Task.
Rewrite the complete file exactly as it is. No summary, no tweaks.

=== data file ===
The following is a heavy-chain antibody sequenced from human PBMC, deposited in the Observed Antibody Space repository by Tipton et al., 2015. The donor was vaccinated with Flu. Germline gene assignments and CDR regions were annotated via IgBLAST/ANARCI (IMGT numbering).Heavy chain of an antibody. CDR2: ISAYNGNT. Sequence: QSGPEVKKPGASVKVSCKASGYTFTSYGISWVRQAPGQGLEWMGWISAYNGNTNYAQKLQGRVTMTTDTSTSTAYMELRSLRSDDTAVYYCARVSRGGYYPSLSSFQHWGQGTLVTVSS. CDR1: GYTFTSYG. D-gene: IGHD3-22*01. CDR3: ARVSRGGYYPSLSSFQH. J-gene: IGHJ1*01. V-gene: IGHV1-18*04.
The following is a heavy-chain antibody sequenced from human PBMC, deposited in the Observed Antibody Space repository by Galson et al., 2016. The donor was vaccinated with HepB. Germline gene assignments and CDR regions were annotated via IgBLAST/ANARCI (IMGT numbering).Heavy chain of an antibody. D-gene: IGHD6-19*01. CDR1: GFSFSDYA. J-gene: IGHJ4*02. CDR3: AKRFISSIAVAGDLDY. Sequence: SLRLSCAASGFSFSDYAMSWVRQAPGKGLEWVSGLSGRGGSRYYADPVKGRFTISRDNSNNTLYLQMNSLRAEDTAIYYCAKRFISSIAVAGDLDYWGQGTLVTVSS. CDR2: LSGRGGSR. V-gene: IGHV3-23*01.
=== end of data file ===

The following is a heavy-chain antibody sequenced from human PBMC, deposited in the Observed Antibody Space repository by Tipton et al., 2015. The donor was vaccinated with Flu. Germline gene assignments and CDR regions were annotated via IgBLAST/ANARCI (IMGT numbering).Heavy chain of an antibody. CDR2: ISAYNGNT. Sequence: QSGPEVKKPGASVKVSCKASGYTFTSYGISWVRQAPGQGLEWMGWISAYNGNTNYAQKLQGRVTMTTDTSTSTAYMELRSLRSDDTAVYYCARVSRGGYYPSLSSFQHWGQGTLVTVSS. CDR1: GYTFTSYG. D-gene: IGHD3-22*01. CDR3: ARVSRGGYYPSLSSFQH. J-gene: IGHJ1*01. V-gene: IGHV1-18*04.
The following is a heavy-chain antibody sequenced from human PBMC, deposited in the Observed Antibody Space repository by Galson et al., 2016. The donor was vaccinated with HepB. Germline gene assignments and CDR regions were annotated via IgBLAST/ANARCI (IMGT numbering).Heavy chain of an antibody. D-gene: IGHD6-19*01. CDR1: GFSFSDYA. J-gene: IGHJ4*02. CDR3: AKRFISSIAVAGDLDY. Sequence: SLRLSCAASGFSFSDYAMSWVRQAPGKGLEWVSGLSGRGGSRYYADPVKGRFTISRDNSNNTLYLQMNSLRAEDTAIYYCAKRFISSIAVAGDLDYWGQGTLVTVSS. CDR2: LSGRGGSR. V-gene: IGHV3-23*01.